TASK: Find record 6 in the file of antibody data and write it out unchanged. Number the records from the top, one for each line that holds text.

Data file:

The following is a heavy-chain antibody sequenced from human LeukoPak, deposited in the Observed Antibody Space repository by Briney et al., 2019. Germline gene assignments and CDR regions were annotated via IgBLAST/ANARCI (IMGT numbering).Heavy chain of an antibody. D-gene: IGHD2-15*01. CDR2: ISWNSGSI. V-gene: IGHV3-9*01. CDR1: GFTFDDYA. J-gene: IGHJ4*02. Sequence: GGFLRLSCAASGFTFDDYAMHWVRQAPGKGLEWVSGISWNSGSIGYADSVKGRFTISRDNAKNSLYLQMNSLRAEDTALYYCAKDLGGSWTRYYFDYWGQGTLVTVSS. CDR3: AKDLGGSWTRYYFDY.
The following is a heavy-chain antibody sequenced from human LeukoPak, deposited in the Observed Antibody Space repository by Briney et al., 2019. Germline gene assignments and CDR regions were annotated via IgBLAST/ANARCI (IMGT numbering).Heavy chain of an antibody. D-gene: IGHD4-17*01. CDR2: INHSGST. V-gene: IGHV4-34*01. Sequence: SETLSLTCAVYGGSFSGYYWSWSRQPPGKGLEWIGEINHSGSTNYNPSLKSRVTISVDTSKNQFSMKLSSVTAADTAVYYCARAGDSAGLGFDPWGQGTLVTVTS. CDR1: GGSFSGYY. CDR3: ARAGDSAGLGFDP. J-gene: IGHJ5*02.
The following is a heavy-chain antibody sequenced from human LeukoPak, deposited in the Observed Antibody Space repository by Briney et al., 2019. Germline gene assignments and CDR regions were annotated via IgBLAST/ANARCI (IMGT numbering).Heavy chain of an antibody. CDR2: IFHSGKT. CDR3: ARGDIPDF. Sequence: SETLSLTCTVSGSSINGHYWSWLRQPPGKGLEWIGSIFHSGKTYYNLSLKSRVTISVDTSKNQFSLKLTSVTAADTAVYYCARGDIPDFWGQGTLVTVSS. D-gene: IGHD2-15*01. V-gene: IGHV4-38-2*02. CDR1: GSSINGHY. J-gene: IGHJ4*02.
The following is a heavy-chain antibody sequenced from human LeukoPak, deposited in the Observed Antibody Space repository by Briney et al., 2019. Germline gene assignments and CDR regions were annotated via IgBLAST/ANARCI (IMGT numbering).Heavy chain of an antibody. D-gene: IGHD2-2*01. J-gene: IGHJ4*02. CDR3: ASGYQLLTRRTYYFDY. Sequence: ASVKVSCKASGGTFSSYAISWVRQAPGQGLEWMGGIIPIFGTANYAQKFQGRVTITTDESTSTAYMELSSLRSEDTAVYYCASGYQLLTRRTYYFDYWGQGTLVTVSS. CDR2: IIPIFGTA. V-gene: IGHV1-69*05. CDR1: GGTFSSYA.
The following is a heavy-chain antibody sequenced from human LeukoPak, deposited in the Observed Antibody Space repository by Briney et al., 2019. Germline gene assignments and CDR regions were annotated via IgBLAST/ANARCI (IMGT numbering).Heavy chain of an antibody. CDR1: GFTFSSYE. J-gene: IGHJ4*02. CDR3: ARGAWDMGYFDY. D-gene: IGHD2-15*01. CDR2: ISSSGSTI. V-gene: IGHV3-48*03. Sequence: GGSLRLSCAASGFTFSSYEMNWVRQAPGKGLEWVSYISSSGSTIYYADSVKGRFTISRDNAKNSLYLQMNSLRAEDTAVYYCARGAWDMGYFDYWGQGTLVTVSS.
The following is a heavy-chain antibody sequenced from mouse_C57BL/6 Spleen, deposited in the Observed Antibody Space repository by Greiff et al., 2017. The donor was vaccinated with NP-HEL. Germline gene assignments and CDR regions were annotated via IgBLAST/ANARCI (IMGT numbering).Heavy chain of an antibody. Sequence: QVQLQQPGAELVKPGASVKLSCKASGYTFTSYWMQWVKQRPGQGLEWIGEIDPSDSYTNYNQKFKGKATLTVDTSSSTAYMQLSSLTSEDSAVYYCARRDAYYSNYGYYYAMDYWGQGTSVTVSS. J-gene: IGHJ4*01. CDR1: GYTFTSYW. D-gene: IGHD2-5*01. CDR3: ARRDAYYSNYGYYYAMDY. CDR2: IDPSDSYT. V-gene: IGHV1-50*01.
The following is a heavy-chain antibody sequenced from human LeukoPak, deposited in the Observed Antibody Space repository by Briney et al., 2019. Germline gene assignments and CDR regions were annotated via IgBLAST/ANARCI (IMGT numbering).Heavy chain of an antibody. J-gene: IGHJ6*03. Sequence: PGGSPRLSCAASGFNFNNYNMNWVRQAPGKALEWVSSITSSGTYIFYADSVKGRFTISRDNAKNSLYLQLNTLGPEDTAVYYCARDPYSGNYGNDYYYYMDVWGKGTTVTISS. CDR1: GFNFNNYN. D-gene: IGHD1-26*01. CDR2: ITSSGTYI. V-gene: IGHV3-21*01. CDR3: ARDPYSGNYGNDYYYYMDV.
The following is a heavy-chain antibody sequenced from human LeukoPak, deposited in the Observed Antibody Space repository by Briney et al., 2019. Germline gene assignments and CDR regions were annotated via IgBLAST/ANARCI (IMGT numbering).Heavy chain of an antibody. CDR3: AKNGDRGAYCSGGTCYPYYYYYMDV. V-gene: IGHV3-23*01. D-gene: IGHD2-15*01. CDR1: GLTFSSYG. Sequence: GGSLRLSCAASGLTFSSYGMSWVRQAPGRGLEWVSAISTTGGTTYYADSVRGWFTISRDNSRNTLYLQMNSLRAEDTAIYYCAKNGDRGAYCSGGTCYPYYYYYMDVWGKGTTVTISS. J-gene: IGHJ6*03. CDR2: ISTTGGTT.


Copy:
The following is a heavy-chain antibody sequenced from mouse_C57BL/6 Spleen, deposited in the Observed Antibody Space repository by Greiff et al., 2017. The donor was vaccinated with NP-HEL. Germline gene assignments and CDR regions were annotated via IgBLAST/ANARCI (IMGT numbering).Heavy chain of an antibody. Sequence: QVQLQQPGAELVKPGASVKLSCKASGYTFTSYWMQWVKQRPGQGLEWIGEIDPSDSYTNYNQKFKGKATLTVDTSSSTAYMQLSSLTSEDSAVYYCARRDAYYSNYGYYYAMDYWGQGTSVTVSS. J-gene: IGHJ4*01. CDR1: GYTFTSYW. D-gene: IGHD2-5*01. CDR3: ARRDAYYSNYGYYYAMDY. CDR2: IDPSDSYT. V-gene: IGHV1-50*01.